Bob Wink has raced for two decades. He’s won races. But, for the first time, he visited victory lane at a track he considers home, Grandview Speedway in Bechtelsville, Pennsylvania. Wink’s victory came in the Outlaw Enduro Series.
Prior to that, he had victories on pavement, in enduros and factory stocks, at a pair of Pennsylvania paved ovals — Evergreen Raceway in Drums and Mahoning Valley Speedway in Lehighton.
Wink had competed in the Outlaw Enduro Series until this season. When longtime inspector Pappy Herman stepped down to concentrate on his grandson’s racing, Wink stepped up to fill the position. However, it left him with mixed feelings.
“When I watched that first race this year, I knew I had to get back into my car and race,” Wink, 55, of Palm, Pennsylvania, said. “And, I knew this could be a conflict with my tech inspector position.”
After he sat out the first four races of the season, Wink came up with an idea that might allow him to return to wheeling race cars.
“I asked every driver in the field if I could race,” said Wink. “I told them I wanted no money, no points — they could spread my purse money through the field — [and] I would let one of the other drivers tech my car. All of them said, ‘Come out and race, man.’ I was so happy to hear that.’”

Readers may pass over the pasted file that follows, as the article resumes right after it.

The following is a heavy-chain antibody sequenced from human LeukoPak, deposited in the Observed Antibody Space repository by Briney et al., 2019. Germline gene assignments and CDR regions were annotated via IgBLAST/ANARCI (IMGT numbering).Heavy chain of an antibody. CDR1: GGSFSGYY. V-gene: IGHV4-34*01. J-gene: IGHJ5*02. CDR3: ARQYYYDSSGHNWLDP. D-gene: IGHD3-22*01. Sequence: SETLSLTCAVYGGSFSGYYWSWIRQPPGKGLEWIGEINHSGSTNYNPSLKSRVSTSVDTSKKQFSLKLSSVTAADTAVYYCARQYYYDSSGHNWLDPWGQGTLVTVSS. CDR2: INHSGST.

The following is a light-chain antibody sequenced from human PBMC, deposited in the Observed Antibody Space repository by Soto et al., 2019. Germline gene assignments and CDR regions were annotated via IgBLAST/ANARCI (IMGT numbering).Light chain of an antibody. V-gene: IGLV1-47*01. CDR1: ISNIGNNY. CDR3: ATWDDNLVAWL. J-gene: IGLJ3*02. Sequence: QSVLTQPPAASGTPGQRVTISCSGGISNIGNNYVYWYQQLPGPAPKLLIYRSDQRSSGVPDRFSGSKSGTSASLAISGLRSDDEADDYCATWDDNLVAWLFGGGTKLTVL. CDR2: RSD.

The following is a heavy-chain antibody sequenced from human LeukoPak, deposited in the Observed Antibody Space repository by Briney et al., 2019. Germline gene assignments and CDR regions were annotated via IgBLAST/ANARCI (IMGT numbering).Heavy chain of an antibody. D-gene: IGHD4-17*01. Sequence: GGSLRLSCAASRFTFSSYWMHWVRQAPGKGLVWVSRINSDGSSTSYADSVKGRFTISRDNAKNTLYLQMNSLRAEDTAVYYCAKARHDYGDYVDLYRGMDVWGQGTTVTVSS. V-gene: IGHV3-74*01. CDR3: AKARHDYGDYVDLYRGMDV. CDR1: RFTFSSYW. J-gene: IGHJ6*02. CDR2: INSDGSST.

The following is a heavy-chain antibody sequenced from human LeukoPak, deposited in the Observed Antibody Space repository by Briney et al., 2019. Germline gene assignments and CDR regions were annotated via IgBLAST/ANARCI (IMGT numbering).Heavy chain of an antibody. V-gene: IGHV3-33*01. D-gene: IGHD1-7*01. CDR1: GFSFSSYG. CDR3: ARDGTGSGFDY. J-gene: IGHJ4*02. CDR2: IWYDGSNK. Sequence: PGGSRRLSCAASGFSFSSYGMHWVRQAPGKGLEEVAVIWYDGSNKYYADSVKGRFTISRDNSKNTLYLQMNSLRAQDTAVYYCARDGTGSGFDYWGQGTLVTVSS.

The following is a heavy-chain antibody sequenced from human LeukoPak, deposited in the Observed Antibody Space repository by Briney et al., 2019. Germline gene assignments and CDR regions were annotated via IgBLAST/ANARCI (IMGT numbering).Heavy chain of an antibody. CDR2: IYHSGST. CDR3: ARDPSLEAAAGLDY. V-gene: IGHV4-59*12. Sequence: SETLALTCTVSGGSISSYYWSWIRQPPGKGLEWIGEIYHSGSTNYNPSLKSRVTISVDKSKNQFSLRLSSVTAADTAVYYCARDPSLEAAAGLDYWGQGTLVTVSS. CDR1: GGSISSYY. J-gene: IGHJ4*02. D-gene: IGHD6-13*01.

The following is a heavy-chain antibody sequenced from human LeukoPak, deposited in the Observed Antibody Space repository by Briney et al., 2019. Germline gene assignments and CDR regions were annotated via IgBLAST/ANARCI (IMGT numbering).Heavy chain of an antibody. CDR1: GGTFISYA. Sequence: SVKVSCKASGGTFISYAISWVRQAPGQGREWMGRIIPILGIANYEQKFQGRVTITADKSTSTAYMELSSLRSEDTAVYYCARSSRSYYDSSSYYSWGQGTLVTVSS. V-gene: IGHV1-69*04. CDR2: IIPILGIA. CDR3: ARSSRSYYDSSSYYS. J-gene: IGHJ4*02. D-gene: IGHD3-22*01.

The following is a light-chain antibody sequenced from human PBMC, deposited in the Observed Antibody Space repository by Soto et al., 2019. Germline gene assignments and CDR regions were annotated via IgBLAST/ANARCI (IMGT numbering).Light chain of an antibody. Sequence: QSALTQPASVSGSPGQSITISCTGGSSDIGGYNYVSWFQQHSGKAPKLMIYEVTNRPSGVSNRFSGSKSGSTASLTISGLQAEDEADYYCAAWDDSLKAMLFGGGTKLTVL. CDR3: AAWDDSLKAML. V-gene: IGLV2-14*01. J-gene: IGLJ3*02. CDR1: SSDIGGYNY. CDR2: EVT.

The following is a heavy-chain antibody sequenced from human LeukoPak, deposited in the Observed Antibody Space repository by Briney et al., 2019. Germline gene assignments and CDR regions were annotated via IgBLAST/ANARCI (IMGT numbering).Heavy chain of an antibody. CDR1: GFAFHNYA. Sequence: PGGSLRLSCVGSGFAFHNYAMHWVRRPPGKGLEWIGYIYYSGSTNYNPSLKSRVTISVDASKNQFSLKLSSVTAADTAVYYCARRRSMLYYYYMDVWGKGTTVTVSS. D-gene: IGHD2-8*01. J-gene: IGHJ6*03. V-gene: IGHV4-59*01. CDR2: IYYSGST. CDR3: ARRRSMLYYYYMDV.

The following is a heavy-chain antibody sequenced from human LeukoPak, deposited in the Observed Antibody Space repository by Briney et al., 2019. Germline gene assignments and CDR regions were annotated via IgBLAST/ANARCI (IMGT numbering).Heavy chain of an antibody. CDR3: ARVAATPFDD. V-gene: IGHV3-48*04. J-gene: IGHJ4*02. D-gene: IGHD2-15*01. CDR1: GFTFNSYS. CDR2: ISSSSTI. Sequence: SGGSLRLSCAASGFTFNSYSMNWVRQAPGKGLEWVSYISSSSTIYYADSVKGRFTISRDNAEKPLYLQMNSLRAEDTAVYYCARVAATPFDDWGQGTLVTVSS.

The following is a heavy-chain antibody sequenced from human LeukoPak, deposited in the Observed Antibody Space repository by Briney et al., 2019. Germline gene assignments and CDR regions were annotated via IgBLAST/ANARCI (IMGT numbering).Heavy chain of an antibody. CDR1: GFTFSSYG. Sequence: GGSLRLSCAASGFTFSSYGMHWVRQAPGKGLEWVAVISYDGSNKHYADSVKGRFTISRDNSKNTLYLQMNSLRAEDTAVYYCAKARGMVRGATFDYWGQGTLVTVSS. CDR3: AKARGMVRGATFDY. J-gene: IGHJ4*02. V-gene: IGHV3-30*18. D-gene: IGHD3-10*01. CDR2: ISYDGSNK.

Wink returned to racing this past Saturday, when he bested a field of 18 cars.
“We draw from 50 numbers in a hat,” Wink said. “The weirdest thing happened — I drew my car number, 14, which was the sixth lowest number drawn. I started sixth. I picked my number and won the race. That’s never happened to me before. I got out there and my setup and the track matched perfectly.”
The win left Wink speechless in victory lane.
“It was an amazing feeling — I cannot explain that feeling with words,” Wink said. “I told the second-place finisher, Joe Kunkel, ‘You’re the tech guy for my car.’ Then, I did my job inspecting the other cars.”
The win may have left Bob Wink a changed man.
“I have a whole new attitude,” said Wink. “I drove for fun, and I had a blast. I didn’t have to worry about points or money. I still can’t believe I won at Grandview Speedway.”
This year marks the Outside Groove Director of Photography’s 51st year of covering auto racing. Adaskaveg got his start working for track photographer Lloyd Burnham at Connecticut’s Stafford Motor Speedway in 1970. Since then, he’s been a columnist, writer, and photographer, in racing and in mainstream media, for several outlets, including the Journal Inquirer, Boston Herald, Stock Car Racing, and Speedway Illustrated. Among Adaskaveg’s many awards are the 1992 Eastern Motorsport Press Association (EMPA) Ace Lane Photographer of the Year and the 2019 National Motorsports Press Association (NMPA) George Cunningham Writer of the Year.